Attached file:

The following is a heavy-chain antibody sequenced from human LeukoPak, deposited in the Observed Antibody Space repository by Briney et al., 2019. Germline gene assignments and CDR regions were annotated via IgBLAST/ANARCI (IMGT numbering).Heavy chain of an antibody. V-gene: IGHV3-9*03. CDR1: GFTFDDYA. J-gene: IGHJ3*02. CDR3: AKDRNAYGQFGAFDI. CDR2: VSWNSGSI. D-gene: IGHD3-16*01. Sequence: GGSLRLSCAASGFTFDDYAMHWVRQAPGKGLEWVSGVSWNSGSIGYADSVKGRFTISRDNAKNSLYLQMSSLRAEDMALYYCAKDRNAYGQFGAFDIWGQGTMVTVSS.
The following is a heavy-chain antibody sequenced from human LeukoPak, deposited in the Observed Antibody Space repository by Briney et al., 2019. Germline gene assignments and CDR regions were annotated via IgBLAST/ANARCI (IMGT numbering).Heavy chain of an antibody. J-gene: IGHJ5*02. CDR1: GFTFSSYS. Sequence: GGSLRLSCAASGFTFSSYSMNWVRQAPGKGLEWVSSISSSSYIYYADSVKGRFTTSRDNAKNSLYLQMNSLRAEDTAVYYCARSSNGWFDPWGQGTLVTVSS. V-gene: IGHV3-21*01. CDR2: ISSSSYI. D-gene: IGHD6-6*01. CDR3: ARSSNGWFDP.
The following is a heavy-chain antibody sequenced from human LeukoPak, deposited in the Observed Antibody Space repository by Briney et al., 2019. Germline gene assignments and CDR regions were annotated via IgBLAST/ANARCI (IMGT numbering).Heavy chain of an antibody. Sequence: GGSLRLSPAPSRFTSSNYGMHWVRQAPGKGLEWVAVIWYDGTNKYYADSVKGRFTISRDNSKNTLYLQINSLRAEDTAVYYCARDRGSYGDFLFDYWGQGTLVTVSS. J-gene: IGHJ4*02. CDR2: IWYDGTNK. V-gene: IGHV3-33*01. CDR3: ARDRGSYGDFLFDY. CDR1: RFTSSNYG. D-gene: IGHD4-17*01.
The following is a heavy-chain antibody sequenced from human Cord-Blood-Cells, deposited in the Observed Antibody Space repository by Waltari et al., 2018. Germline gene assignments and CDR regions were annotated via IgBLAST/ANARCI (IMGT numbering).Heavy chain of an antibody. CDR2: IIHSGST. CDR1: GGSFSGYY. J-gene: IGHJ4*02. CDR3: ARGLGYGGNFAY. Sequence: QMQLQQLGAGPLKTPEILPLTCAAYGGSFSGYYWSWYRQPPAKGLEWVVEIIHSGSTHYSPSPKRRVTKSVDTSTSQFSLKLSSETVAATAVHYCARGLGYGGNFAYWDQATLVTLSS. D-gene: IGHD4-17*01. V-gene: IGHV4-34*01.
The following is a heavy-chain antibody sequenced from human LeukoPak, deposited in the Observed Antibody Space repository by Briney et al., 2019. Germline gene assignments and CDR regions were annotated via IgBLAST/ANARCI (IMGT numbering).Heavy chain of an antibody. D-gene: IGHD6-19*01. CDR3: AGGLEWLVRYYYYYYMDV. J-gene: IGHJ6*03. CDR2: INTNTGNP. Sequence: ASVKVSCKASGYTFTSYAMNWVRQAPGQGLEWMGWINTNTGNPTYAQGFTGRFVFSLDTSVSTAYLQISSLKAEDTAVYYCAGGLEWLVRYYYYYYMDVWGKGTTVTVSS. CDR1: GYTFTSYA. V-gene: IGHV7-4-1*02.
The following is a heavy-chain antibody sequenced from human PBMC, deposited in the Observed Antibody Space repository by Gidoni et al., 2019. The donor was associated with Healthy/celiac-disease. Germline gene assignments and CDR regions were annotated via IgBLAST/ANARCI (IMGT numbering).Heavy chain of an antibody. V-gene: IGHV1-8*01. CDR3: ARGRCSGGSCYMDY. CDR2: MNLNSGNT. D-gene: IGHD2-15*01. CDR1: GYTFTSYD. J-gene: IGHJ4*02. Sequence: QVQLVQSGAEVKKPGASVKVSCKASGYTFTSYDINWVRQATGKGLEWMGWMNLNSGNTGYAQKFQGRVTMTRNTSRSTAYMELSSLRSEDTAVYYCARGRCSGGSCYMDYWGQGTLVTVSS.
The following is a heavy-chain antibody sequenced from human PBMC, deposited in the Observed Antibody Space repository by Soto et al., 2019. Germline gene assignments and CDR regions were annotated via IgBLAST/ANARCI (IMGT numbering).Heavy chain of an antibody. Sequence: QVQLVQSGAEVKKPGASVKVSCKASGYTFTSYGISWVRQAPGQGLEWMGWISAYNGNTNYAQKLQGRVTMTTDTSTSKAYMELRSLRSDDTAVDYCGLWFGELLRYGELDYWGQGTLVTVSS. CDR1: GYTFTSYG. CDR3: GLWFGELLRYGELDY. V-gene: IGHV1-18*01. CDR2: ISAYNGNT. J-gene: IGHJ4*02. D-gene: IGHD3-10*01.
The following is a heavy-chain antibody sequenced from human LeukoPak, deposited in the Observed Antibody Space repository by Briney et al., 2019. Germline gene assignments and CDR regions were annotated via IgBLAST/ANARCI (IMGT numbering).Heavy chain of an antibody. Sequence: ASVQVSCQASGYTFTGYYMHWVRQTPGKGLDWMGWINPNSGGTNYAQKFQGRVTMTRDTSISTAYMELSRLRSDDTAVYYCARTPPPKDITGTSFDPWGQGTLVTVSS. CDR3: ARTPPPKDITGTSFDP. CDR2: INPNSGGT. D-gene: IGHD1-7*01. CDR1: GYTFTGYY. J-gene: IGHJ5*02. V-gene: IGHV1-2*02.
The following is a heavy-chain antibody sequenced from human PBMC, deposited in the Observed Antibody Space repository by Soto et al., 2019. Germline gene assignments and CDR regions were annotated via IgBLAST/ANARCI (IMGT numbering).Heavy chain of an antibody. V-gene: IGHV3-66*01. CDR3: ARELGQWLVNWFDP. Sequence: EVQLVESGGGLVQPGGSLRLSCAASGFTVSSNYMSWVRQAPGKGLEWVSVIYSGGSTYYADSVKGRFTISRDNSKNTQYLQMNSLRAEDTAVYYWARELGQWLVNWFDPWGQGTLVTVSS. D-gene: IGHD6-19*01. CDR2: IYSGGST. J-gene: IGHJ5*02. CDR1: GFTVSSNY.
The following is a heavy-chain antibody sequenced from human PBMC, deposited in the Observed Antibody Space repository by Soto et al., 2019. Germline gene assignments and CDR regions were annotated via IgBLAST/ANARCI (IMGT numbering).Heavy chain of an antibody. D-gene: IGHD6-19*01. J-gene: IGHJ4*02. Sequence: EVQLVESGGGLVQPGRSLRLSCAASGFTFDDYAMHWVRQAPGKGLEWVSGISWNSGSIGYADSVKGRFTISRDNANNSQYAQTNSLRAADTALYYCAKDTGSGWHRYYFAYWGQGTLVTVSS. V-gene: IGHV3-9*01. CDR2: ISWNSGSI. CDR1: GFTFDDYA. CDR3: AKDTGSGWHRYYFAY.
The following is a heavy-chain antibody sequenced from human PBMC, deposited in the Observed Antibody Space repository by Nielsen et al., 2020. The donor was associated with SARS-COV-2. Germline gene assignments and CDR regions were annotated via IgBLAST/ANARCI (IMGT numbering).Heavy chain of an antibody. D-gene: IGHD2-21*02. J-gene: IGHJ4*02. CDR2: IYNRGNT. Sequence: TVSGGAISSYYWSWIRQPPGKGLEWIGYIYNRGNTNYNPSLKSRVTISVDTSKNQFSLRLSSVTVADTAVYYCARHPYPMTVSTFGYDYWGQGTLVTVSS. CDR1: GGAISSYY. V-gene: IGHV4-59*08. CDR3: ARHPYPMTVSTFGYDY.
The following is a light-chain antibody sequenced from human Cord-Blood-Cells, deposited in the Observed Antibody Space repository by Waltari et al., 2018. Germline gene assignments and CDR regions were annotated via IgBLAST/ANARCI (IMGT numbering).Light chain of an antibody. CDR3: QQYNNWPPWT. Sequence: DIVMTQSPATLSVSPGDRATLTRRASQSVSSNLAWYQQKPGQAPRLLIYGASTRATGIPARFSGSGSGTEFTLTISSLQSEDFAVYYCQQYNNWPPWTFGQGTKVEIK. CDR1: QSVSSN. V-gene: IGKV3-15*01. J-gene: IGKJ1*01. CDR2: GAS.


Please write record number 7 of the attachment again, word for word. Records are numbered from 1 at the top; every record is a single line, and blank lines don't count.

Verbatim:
The following is a heavy-chain antibody sequenced from human PBMC, deposited in the Observed Antibody Space repository by Soto et al., 2019. Germline gene assignments and CDR regions were annotated via IgBLAST/ANARCI (IMGT numbering).Heavy chain of an antibody. Sequence: QVQLVQSGAEVKKPGASVKVSCKASGYTFTSYGISWVRQAPGQGLEWMGWISAYNGNTNYAQKLQGRVTMTTDTSTSKAYMELRSLRSDDTAVDYCGLWFGELLRYGELDYWGQGTLVTVSS. CDR1: GYTFTSYG. CDR3: GLWFGELLRYGELDY. V-gene: IGHV1-18*01. CDR2: ISAYNGNT. J-gene: IGHJ4*02. D-gene: IGHD3-10*01.